WORKS: Daphnis et Chloé Suite No. 2; Valses nobles et sentimentales; La valse; Ma mère l’oye
PERFORMER: Rotterdam PO/Yannick Nézet-Séguin
CATALOGUE NO: 966 3422
Few composers can show-off an orchestra as well as Ravel. All the pieces here have links with dance, which provides a clear focus, and yet, is it really wise to have the Valses nobles et sentimentales immediately followed by La valse?
The two works may shed light on each other as quite different facets of the composer’s enduring fascination with the waltz, but, even in Boléro, Ravel was acutely aware of the need for contrast.
In terms of playing, there is much to admire. Yannick Nézet-Séguin elicits disciplined and virtuosic playing from the Rotterdam Philharmonic Orchestra, with the superb (for CD) recording enabling all sorts of details to be heard in Daphnis et Chloé. The muted string playing in La valse is delicious, with veiled tone and sighing portamentos.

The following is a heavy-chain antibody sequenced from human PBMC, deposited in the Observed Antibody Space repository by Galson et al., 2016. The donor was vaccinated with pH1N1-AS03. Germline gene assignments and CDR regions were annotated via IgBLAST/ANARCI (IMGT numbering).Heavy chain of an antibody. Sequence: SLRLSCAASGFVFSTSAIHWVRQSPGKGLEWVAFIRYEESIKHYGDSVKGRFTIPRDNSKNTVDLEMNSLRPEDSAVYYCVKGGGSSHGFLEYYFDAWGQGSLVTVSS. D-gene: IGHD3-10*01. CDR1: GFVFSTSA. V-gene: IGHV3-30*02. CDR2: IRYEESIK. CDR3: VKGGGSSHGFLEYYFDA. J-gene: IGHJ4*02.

In fact, there are plenty of exquisite moments from every corner of the orchestra, but this somehow adds up to less than the sum of its parts. It is as if Ravel’s rich colours are being painted by numbers.
The final pages of Ma mère l’oye do not quite raise the hairs on the back of the neck as Rattle does in both of his accounts (EMI), and nothing here quite has the thrill or grace of Dutoit’s classic recordings (Decca).
As for Daphnis, while Ravel indicates that the chorus can be omitted, that does not mean that he wanted it to be. Yes, the piece still works, but such a rich cake surely needs the icing on the top. Christopher Dingle